If At First You Don't Succeed, Try Anything

I remember talking to a TV producer who shot a comedy pilot he thought went really well, until he had the results of network testing explained to him. The charts showed lots of peaks, where the punch lines were, but there were dips in between, where the straight lines went. Those valleys doomed the project.

I thought about that reading another (in what has become a series) of stories in which some ad or publishing executive insists that consumers don’t mind sitting through commercials if they are the right kinds of commercials.

All you have to do is make good ones.

According to the Wall Street Journal, at the Cannes Lions adfest, Brad Jakeman, head of PepsiCo’s global beverage group, observed,   “We are here celebrating 0.5% of the work that actually gets made. The other 99.5% of the work is generally crap. And when that happens, consumers don’t want to see it.”



There can’t be many more businesses that are so sure of the fact their product is annoying than advertising, and you wouldn’t get a sustained defense from me either.

On this Cannes panel, Vice Media CEO Shane Smith said the best way to reach consumers is to make commercials that are, in the Journal’s word, “compelling” and those are branded content videos.

Smith said if Vice had a good mountain-climbing movie to make, he’d approach North Face to partner up.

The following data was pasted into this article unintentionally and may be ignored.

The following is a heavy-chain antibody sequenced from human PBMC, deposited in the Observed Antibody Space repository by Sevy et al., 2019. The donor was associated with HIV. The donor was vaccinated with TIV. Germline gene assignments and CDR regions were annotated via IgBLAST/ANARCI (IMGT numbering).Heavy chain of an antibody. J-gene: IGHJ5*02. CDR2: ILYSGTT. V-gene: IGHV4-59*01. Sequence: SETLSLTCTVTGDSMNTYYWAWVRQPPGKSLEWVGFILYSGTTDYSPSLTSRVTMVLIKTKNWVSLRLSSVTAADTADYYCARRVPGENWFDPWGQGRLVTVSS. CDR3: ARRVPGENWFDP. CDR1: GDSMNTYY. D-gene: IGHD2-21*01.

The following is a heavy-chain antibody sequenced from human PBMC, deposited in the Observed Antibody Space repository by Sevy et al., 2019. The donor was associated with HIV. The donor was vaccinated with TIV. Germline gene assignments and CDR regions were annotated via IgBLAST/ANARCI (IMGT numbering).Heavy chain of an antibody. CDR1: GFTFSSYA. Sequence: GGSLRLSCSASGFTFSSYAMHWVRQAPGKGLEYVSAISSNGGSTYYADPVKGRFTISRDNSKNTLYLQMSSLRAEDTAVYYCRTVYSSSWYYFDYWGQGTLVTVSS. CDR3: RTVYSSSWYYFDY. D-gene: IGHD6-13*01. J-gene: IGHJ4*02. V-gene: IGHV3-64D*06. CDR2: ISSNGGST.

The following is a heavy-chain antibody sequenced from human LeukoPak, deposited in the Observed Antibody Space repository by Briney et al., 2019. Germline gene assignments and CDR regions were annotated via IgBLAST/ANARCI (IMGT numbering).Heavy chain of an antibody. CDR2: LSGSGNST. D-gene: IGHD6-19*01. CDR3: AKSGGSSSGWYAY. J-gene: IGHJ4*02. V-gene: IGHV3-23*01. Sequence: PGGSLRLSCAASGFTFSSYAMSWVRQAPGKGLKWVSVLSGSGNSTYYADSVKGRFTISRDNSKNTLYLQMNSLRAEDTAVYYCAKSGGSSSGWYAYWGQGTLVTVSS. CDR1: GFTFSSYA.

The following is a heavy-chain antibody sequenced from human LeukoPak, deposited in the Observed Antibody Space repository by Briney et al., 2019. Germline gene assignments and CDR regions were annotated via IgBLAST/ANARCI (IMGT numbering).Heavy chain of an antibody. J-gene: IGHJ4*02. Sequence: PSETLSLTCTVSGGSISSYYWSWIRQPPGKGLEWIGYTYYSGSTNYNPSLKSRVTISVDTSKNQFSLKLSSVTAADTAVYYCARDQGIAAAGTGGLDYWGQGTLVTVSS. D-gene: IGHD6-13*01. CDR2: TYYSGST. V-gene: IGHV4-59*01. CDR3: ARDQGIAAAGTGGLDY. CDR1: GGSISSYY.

And they’d say yes, in this theoretical world, because North Face is always looking for a good mountain-climbing project.

Basing content on advertising is, in the broadest context, what publishers do.  I don’t see all of the magic of branded content. If I’m a mountain-climbing consumer, I’d guess you’d get me with that piece of branded content. But then, what if there’s another competing mountain-climbing video, featuring a mountain climber I like better?  

All those rules. Make advertising relevant! Compelling! Interesting! Funny! Unique! Make it fit the device!

It seems that first you do have to recognize: You’re not wanted. Consumer surveys about advertising often create the same attitude advertisers do: They just tell you what you want to hear. So like the advice to that TV producer to eliminate comedy’s valleys, it seems that the advice to make better, different  advertising for the digital age is as obvious as it is unclear and impossible.

The solution seems to be, don’t put all your eggs in one basket. In fact, the answer seems to be, put your eggs in every basket that comes around.

Publishers aren’t really sure if pushing their content out to Facebook is really good for their business. Publishers and advertisers don’t seem to be really sure of anything, including whether ads are actually seen. Despite all the analytics and measurement devices, it’s probably true that right now we’ve never been more unclear about the impact of any specific thing about how media are impacting opinion, action or sales.

The day before in the Journal, Marisa Thalberg, chief marketing officer at Taco Bell, explained how she was grateful to her younger-aged team for pushing her to buy a “sponsored lens” on Snapchat that garnered 224 million views, and which kept users making funny faces for an average of 24 seconds.

That sounds great but Thalberg told the Journal she’s really unclear what that campaign did for Taco Bell. “Can I tell you what kind of sales lift I got off that lens? No,” Ms. Thalberg told the paper. “But  I wasn’t looking at it that way. That was about creating a special moment for us on Cinco de Mayo.”

It probably kept millions of young Snapchat users happily occupied. It was compelling, in its own way. Did it sell tacos? Hard to know.

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